When he came to the US, Dr. Kunj Desai intended to return to his native Zambia as soon as he finished surgical training. Now, he doubts he ever will. It's a common story, the New York Times reports. Drastically more foreign doctors flock to the US every year than any other country, thanks to higher wages and a law allowing them to stay in the country indefinitely if they practice in under-served communities. It's great for rural Americans, but a loss for desperately poor countries.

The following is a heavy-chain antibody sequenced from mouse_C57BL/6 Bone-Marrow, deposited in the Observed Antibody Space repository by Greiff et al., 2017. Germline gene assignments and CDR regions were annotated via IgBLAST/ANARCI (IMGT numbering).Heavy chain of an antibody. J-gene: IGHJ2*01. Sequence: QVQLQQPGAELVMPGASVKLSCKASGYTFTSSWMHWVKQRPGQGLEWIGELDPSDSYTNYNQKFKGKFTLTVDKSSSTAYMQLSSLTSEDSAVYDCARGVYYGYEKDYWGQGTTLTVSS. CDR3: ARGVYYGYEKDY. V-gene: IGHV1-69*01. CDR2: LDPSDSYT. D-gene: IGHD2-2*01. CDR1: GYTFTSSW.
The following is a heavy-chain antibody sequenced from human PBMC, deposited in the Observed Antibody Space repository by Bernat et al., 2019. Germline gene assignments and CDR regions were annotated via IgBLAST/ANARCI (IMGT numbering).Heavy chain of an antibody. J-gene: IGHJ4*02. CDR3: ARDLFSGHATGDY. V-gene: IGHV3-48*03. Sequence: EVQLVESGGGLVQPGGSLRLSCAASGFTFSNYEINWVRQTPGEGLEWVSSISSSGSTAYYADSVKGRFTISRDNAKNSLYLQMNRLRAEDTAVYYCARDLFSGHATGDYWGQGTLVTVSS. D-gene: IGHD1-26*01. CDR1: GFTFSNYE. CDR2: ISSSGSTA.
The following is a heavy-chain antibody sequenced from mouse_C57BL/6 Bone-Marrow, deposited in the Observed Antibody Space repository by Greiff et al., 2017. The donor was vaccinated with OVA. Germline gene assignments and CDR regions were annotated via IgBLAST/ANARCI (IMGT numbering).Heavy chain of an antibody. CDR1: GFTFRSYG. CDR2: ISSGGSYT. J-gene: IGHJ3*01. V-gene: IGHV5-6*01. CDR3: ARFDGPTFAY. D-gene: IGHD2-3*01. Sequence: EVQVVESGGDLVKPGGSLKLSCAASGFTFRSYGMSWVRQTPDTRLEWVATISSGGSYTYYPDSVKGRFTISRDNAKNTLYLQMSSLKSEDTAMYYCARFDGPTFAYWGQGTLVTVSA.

The Times decided to visit Desai's former hospital in Zambia, the best in the country. The operation they observed started late, there was a dirty scalpel on the floor, and when it came time to drill, doctors used a Bosch power drill. That all represented an improvement from Desai's last visit, however. When told of Desai's training in laparoscopy, the hospital chief said to tell him they had a new laparoscope. "He will pack up his bags and come back," he predicted. Desai doesn't sound so sure. "I’m so caught up in my day-to-day stuff," he says. "It’ll be 30 years from now, and I’ll wake up, and I’ll be like, ‘Whatever happened to my idea of going back?’" Full story here. (Read more doctors stories.)